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Crucial Fact

  • His favourite word was system.

Last in Parliament September 2008, as Conservative MP for Prince Albert (Saskatchewan)

Won his last election, in 2006, with 54% of the vote.

Statements in the House

Extension of Sitting Period June 23rd, 2005

Mr. Speaker, it was not very long ago that I came to the House and almost on a daily basis the government was introducing concurrence motions to use up time and filibuster their own agenda, which was very thin soup, to say the least. There really was nothing on the agenda and there was no Bill C-38. The NDP amendment bill was not here and the government was using up time on concurrence motions.

As we approach the summer recess, when MPs should be back in their ridings with their constituents, the government says that it is very important that we extend the sitting so we can deal with issues that it could have dealt with back then but refused to do. Now it is an urgent matter and it wants an extension. I find that to be sucking and blowing at the same time.

Would the House leader explain or justify why the government was wasting so much time on concurrence motions not very long ago and now it needs more time?

An Act to Authorize the Minister of Finance to Make Certain Payments June 21st, 2005

Mr. Speaker, I find the whole discussion kind of convoluted and hard to figure out. There were some tax cuts for the business sector including small, medium and large size businesses. Part of the deal made with the champagne socialist leader and the Liberal member in that five star hotel was to take away all those tax cuts.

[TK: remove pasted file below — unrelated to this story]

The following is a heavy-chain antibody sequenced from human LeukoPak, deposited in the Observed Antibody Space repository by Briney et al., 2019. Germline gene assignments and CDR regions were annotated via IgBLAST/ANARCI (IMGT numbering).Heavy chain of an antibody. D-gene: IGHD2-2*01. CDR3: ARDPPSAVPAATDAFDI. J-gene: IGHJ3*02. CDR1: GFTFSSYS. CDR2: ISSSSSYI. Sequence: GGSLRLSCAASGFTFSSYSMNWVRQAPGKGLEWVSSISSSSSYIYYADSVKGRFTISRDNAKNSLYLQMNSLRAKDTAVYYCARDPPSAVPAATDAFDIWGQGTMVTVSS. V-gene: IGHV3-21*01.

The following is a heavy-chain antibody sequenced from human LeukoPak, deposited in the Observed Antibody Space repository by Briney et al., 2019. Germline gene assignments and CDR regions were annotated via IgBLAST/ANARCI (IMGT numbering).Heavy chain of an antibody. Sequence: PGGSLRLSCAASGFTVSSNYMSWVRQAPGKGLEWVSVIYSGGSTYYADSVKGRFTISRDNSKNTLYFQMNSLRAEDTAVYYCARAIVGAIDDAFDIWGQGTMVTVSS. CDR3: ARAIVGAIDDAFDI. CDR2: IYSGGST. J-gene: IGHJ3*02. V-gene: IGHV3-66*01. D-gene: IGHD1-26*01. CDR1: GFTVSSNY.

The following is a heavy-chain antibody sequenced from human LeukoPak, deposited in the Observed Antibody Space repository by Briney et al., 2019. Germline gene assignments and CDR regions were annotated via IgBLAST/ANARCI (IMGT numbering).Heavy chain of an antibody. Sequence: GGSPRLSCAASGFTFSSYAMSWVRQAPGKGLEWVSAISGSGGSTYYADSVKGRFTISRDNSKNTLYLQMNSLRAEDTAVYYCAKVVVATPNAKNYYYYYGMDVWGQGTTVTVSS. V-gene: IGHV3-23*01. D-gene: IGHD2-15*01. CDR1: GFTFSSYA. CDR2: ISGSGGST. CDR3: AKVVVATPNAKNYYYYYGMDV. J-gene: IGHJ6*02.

The Minister of Finance was left right out of those negotiations, but he came back to the House after three different budgets were introduced in one week and he is still standing. He is a little bit shorter, but he is still standing I guess. He said he would take the tax cuts out and then put them back through another deal, but the Leader of the NDP said that they must come out. However, here they are still in their unholy alliance despite these acknowledgments. I find that interesting.

I guess the NDP has adopted the Liberal approach which is to take a bunch of money and give it to a few Liberal friends in the corporate and commercial world and make all the other businesses suffer, rather than give everyone the benefit of tax cuts, including small, medium and large size businesses. This way they can all prosper and compete on a level playing field.

The NDP would prefer to give grants to General Motors rather than give General Motors a tax cut so it can get some breathing room. That is the NDP approach.

An Act to Authorize the Minister of Finance to Make Certain Payments June 21st, 2005

Mr. Speaker, we presented a motion last year and the member should remember it. I think he was an independent at that time. We recommended that 5¢ go back to the provinces on the condition that it be used for roads, bridges and municipal infrastructure. That was a firm commitment by us. It was a platform issue we had last time.

The member has been here since 1993. This is 12 years later. All of a sudden, the Liberals see the light that there is an imbalance at the municipal level and they need some cash to pay for something if they had some important things. The light finally went on. The leader of the Liberal Party is basically stalled on a page from the Conservative platform on fiscal balance and the municipal infrastructure issue. The Liberals are on that page and it took them 12 years to do it.

I have a point regarding gas tax rebates. Saskatchewan, because of its economy, is getting back its revenues on a per capita basis, but it uses twice as much per capita as any other province in the country. One could almost argue, under this arrangement, that Saskatchewan, whose per capita income is well below Toronto or Vancouver or Montreal, is in fact subsidizing major infrastructure programs in those centres.